Unfortunately I found there to be no ambience at all, it felt quite unwelcoming to be honest though there was no particular reason I could put my finger on. The bar staff drifted in and out to the hotel side and it was all just a bit "cold". I wouldn't hurry to return, I'd probably pop into the Travellers Rest instead?
Favorite Dish: Didnt have any food.
We visited the the area at the end of November so it was really cold. We stopped in mbleside on the way to the cottage in Elterwater as were too early to get into our cottage. We were walking past Esquires and noticed a sign in the window for free Wi-Fi so we popped in for a drink and to use the internet. We were so impressed we ended up going back every evening for a few hours to sit on the sofa and chill out with a few hot chocolates and to upload photographs etc etc.
All the staff were friendly and pleasant and chatty, there was a nice atmosphere, it was clean and you just needed to request the password and you could log on to their Wi-Fi freely. I think they also had a couple of PCs hooked up to use too. There is seating upstairs too.
Even when we were the very last people in the shop before they closed we were never, ever made to feel unwelcome so the staff could clear up and get home, even though I know a couple of them lived miles away! So consequently we were actually happy to let them clear up round us. We genuinely miss Esquires in Ambleside.
Favorite Dish: The large hot chocolate with loads of cream and a flake ... perfect to warm up after being out and about in the cold. I bought one of their large mugs so that I could try and recreate the experience at home!
Lucy seems to have a real food empire in the Ambleside area... restaurants, wine bar, catering and cookery school. We ate at her largest venue.. Lucy's On A Plate. The service is attentive, and the menu large and filled with international favorites.. tagine, fish, lamb etc. The dessert menu is among the largest, I think, in the world! I think this is one of the better choices in Ambleside.
Best to book ahead - it's a busy place.
The Queen's Head is probably one of the best restaurants in Hawkshead - in the Lake District. It's a short ride from Ambleside and Windermere and won't disappoint. The chef has his menu down pat, and the lamb from local animals is superb as was a chicken dish eaten by my companion. We had a delicious apple pie with warm custard for dessert and a starter of perfectly cooked scallops.
Food is served in both the pub area and a more formal dining room.. book ahead!
This is Beatrix Potter country so a good spot before or after seeing her world. There are some charming shops in the town, especially the very good Hawkshead Relish Company!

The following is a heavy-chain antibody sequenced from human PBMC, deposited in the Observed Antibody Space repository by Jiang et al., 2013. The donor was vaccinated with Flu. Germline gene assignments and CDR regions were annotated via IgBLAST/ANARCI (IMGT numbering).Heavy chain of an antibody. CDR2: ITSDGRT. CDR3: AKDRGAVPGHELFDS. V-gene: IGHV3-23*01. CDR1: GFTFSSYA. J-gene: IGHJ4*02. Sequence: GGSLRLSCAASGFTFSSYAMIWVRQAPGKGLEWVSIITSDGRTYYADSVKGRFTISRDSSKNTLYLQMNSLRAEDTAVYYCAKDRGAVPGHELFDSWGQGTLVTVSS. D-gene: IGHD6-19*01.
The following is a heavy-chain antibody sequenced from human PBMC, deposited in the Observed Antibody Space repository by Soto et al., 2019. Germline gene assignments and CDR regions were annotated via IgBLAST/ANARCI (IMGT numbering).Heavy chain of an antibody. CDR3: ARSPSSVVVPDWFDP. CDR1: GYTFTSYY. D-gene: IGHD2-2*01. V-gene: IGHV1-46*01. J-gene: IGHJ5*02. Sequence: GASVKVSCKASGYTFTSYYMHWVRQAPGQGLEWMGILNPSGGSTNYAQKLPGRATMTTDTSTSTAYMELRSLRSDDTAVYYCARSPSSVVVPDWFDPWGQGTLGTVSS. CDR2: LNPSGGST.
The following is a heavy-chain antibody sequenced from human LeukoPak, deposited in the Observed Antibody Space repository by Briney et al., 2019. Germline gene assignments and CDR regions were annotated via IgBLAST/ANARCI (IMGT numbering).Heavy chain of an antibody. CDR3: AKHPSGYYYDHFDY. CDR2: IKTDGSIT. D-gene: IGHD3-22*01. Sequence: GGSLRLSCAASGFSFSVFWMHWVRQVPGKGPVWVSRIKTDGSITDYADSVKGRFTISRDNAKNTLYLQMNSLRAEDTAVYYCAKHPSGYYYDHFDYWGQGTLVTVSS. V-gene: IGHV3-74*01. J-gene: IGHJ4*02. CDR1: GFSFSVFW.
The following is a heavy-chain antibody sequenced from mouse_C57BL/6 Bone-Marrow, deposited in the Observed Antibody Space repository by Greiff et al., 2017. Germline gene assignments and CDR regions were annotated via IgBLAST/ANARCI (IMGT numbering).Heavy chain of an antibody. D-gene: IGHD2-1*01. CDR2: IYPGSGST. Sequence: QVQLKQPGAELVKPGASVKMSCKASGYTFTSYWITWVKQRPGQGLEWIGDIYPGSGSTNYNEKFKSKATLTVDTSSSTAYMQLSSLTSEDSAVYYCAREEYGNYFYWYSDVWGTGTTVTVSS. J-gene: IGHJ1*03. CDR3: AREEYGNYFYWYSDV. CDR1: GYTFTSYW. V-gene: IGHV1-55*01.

This pub is located just off the main A590, opposite the Lakeside anbd Haverthwaite steam train attraction.It is also in good walking country so handy for a stop off whilst out for a walk.
I pass this pub frequently on my walk to the nursing home my father lives at. We decided to pay it a visit for a pub lunch whilst our elder son was home for a few days over Easter.
The pub part is cosy with a real fire and there is also a seperate dining area, bright and airy. There is also an upstairs function room available for hire.Menu specials are on a blackboard and there are two other menus, one more snack type and the other full meals.
There appeared to be one person on duty, behind both bars, as well as serving the meals. This did not make service particularly slow although it could have been had there been a rush on.
As we ate our lunch three more tables were filled and when I paid for the meal, I asked how business had been. It had been excellent, I waas told, whereas many other places had not fared too well over Easter.
Favorite Dish: Our party opted for:
Homemade tomato soup and crusty bread: £3.75
A portion of "real" chips:£1.95
Homemade burger with cheese: £7.95
Chicken, bacon and cheese baguette: £4.95
Children's chicken strips: £4.25
Half of Strongbow cider: £1.55
Pint of Carlsberg: £3.15
My baguette was full of chicken and cheese, I have to admit I don't recall the bacon! It was served with a dressed salad and tortilla chips. Very tasty.
The cheese burger was served with chips, salad and enormous, home made battered onion rings and went down exceptionally well.
The children's battered chicken strips was real breast of chicken, not reconstructed rubbish.
If you look at the web site, a full menu is viewable.
We certainly all enjoyed our meal and would return/